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Bargaining and Reputation: An Experiment on Bargaining in the Presence of Behavioural Types


  • Matthew Embrey
  • Guillaume R. Fréchette
  • Steven F. Lehrer


We conduct a series of laboratory experiments to understand what role commitment and reputation play in bargaining. The experiments implement the Abreu and Gul (2000) bargaining model that demonstrates how introducing behavioral types, which are obstinate in their demands, creates incentives for all players to build reputations for being hard bargainers. The data are qualitatively consistent with the theory, as subjects mimic induced types. Furthermore, we find evidence for the presence of complementary types, whose initial demands acquiesce to induced behavioural demands. However, there are quantitative deviations from the theory: subjects make aggressive demands too often and participate in longer conflicts before reaching agreements. Overall, the results suggest that the Abreu and Gul (2000) model can be used to gain insights to bargaining behavior, particularly in environments where the process underlying obstinate play is well established.

Suggested Citation

  • Matthew Embrey & Guillaume R. Fréchette & Steven F. Lehrer, 2015. "Bargaining and Reputation: An Experiment on Bargaining in the Presence of Behavioural Types," Review of Economic Studies, Oxford University Press, vol. 82(2), pages 608-631.
  • Handle: RePEc:oup:restud:v:82:y:2015:i:2:p:608-631

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    Cited by:

    1. Nobuyuki Hanaki & Nicolas Jacquemet & Stéphane Luchini & Adam Zylbersztejn, 2016. "Cognitive ability and the effect of strategic uncertainty," Theory and Decision, Springer, vol. 81(1), pages 101-121, June.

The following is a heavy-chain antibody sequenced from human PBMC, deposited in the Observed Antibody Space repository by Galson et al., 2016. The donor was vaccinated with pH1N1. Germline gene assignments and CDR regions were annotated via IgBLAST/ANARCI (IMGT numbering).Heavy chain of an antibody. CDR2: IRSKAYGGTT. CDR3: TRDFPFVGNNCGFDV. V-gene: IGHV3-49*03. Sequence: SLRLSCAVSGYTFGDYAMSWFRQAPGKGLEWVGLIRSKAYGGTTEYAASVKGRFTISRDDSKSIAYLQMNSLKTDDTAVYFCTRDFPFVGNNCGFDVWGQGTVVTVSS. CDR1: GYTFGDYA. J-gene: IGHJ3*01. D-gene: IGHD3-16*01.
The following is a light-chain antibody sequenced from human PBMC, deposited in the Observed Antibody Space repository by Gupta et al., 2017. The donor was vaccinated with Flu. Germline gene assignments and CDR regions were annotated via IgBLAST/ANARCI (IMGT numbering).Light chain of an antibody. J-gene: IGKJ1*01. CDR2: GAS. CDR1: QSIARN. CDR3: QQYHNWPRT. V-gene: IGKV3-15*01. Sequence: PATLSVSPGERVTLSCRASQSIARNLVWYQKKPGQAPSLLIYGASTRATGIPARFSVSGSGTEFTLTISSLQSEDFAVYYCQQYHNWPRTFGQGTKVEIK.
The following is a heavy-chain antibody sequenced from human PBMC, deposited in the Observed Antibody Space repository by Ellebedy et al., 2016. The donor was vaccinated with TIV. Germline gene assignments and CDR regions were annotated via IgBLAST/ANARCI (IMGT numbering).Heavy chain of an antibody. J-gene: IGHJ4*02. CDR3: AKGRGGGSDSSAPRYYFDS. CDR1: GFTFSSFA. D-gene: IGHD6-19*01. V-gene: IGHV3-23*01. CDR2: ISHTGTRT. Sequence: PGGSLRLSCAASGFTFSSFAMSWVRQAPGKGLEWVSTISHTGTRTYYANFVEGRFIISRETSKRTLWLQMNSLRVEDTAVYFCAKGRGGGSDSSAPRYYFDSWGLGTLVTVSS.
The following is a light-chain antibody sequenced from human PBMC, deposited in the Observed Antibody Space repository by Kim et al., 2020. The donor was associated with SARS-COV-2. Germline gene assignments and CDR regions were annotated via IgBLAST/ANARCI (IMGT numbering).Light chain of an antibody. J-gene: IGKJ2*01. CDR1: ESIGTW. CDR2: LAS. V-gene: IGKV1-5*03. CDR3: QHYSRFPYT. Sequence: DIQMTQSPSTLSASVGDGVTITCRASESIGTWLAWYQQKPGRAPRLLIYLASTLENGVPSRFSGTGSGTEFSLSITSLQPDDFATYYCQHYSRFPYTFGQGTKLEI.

2. Gelder, Alan & Kovenock, Dan, 2017. "Dynamic behavior and player types in majoritarian multi-battle contests," Games and Economic Behavior, Elsevier, vol. 104(C), pages 444-455.
    3. Erik O. Kimbrough & Kevin Laughren & Roman Sheremeta, 2017. "War and Conflict in Economics: Theories, Applications, and Recent Trends," Discussion Papers dp17-10, Department of Economics, Simon Fraser University.
    4. repec:wly:emetrp:v:85:y:2017:i::p:915-935 is not listed on IDEAS
    5. Nobuyuki Hanaki & Nicolas Jacquemet & Stéphane Luchini & Adam Zylbersztejn, 2016. "Cognitive ability and the effect of strategic uncertainty," Theory and Decision, Springer, vol. 81(1), pages 101-121, June.
    6. Nobuyuki Hanaki & Nicolas Jacquemet & Stéphane Luchini & Adam Zylbersztejn, 2013. "Bounded Rationality and Strategic Uncertainty in a Simple Dominance Solvable Game," Economics Discussion / Working Papers 13-14, The University of Western Australia, Department of Economics.
    7. Anna Conte & Werner Güth & Paul Pezanis-Christou, 2017. "More Money vs More Certainty? Behaviour in Stochastic Alternating-Offer Experiments," School of Economics Working Papers 2017-06, University of Adelaide, School of Economics.

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